Facebook hoax: A 14 years old boy got beaten half dead

Scammers are pushing a sick hoax on Facebook, trying to get users of the service to share a photo of a 14-year-old boy who was apparently beaten by his stepfather. The story is fake.
Written by Emil Protalinski, Contributor

Facebook users are inadvertently spreading a hoax on the social network, encouraging each other to share a fake story. This one claims a 14-year-old boy was beaten badly by his stepfather after protecting his little sister from being raped. It goes on to say the social networking giant will donate 45 cents for every time a user reposts or shares the message, which comes accompanied with an image of a young boy's injured torso. While these people likely have good intentions, the truth is that this story is baseless.

The plea comes in the form of the following message:

A 14 years old boy got beaten half dead by his stepfather.He only tried to protect his little sister from being raped.Now he's struggling for his life,but doctors say he won't make it without a surgery.His mother doesn't have money to pay it.Facebook donates 45cents for every sharing or reposting.Please help.

This hoax is spreading like wildfire on Facebook, despite there being any actual information. As Sophos points out, you should notice the message does not include a link to an official Facebook blog announcing the initiative, details on where in the world the boy might be, a date for when the supposed incident occurred, nor links to news stories that corroborate the claims. In other words, this hoax is designed to spread for many years after its first appearance.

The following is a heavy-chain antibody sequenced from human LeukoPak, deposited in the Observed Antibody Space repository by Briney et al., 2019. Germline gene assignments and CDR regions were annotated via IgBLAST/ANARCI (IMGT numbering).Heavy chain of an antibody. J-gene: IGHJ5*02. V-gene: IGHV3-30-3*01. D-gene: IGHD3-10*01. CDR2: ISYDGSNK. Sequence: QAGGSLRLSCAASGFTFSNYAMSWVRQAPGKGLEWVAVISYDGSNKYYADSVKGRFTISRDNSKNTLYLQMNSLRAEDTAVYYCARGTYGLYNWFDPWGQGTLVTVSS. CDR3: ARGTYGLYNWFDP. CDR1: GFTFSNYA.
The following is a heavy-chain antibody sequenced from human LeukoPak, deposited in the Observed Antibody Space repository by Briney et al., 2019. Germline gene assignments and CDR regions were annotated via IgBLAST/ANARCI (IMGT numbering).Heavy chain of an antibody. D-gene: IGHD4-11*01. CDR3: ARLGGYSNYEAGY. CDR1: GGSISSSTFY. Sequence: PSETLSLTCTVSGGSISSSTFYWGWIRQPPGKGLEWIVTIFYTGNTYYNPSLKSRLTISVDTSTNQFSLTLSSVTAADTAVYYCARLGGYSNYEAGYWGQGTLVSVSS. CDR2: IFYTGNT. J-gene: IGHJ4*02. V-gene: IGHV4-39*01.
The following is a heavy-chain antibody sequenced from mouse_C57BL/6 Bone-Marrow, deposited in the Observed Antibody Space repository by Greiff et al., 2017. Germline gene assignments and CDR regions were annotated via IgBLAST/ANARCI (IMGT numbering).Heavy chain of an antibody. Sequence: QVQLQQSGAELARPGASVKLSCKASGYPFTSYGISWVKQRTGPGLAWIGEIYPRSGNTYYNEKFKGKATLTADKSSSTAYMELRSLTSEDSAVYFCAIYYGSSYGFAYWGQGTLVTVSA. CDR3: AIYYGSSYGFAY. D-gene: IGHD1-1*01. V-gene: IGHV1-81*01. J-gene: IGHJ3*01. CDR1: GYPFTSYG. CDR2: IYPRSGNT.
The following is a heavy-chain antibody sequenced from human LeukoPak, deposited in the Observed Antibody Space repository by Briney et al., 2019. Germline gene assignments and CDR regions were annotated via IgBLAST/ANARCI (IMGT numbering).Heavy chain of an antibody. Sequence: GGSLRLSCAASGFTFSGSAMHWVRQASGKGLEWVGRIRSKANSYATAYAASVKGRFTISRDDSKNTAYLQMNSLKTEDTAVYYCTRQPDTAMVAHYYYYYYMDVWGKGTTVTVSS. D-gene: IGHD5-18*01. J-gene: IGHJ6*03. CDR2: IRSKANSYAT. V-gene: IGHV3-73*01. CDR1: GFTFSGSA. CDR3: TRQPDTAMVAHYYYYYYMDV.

Remember: Facebook, or any other company for that matter, will never donate money based on the number of times something is e-mailed, Facebooked, reposted, shared, tweeted, and so on. In this case, Facebook is not donating money for this boy because the story is a fake. If it was real, and Facebook was donating money, it would likely do so in one lump sum.

As a general word of caution, don't believe everything you read on the Internet. Also, don't blindly copy and paste warnings just because your Facebook friend's status tells you to do so. Although you probably mean well, you could be helping a hoax become more popular on the social network.

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